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Inside Life Science:
Articles That Bring You Inside the Science of Health

Browse Archived Articles

The Inside Life Science article series is now published on the Biomedical Beat blog. You can subscribe to automatically receive new articles via e-mail or RSS feed. Articles published before November 2014 are available below.

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Search Results for Physical Trauma & Sepsis

Doctors with a patient. Credit: Stock image.Improving the Odds of Surviving Sepsis | 8/18/2014
Sepsis is an overwhelming immune response to infection that can lead to organ failure. Recent research focuses on detecting it early, treating it quickly and reducing its later effects.
Illustration of pain and itch response.Untangling the Source of Ouch and Itch | 6/12/2013
Using model organisms, scientists are uncovering the cellular source of two important sensations in hopes of resolving chronic pain and itch.
Gecko feet.Porcupine Quills, Gecko Feet and Spider Webs Inspire Medical Materials | 3/6/2013
Nature’s designs are giving researchers ideas for new technologies that could help wounds heal, make injections less painful and provide new materials for a variety of purposes.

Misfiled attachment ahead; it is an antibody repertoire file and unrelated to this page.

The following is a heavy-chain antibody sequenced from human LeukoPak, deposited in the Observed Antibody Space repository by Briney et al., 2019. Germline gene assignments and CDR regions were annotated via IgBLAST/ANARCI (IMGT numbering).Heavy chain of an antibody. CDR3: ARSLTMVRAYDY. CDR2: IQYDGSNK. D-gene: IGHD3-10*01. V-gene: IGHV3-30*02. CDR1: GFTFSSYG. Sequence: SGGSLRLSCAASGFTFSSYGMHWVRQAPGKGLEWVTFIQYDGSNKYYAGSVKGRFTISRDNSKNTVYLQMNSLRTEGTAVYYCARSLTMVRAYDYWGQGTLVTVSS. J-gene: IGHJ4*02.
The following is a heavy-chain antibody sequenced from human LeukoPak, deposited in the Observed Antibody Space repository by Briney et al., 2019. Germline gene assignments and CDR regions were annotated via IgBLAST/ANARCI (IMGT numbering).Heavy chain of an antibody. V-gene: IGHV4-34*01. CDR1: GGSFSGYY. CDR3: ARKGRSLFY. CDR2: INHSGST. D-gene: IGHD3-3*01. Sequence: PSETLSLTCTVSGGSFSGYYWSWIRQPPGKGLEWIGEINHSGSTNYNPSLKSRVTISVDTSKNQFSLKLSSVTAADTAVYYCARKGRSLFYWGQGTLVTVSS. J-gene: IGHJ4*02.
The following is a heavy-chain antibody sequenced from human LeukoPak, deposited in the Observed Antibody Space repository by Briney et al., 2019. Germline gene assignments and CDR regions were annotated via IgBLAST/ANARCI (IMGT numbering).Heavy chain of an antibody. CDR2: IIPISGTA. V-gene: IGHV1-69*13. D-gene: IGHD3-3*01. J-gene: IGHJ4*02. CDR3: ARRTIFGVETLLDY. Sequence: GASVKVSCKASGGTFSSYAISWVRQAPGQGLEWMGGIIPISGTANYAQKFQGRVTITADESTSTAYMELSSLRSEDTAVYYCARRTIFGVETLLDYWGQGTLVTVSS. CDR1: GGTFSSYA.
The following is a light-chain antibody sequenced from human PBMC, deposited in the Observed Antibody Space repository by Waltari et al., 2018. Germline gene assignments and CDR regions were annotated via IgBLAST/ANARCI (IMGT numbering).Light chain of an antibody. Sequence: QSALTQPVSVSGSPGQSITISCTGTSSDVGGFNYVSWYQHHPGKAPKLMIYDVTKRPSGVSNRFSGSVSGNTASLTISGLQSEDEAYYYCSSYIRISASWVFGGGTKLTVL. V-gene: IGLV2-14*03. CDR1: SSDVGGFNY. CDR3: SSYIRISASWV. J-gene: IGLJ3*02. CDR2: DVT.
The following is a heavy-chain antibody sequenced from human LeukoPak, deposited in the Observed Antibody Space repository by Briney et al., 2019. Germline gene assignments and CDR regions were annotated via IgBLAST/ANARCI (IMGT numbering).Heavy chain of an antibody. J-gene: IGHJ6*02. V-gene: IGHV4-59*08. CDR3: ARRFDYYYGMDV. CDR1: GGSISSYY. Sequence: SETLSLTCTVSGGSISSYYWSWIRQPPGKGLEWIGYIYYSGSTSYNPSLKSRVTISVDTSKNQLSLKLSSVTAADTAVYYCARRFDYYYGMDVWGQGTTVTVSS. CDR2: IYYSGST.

Emergency personnel.Life After Traumatic Injury: How the Body Responds | 9/20/2012
Researchers are learning about what happens to the body--from its molecules and cells to its tissues, organs and systems—after a traumatic injury.
MRSA.Armpits, Belly Buttons and Chronic Wounds: The ABCs of Our Body Bacteria | 4/26/2012
Understanding how and why bacteria colonize particular places on the body could point to ways of treating skin and other conditions.
Cytokine TNF crystal structure.Seeking the Causes of Sepsis: Life-Threatening Bacterial Infection Remains Mysterious | 6/15/2011
Like using a machine gun to kill a cockroach, the immune system can overreact to an infection in a potentially deadly condition called sepsis. Researchers are working to find the causes and develop better treatments.

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Read other articles about exciting research in Findings, Research in Action, the NIH Director's Blog and NIH Research Matters.

This page last reviewed on July 6, 2015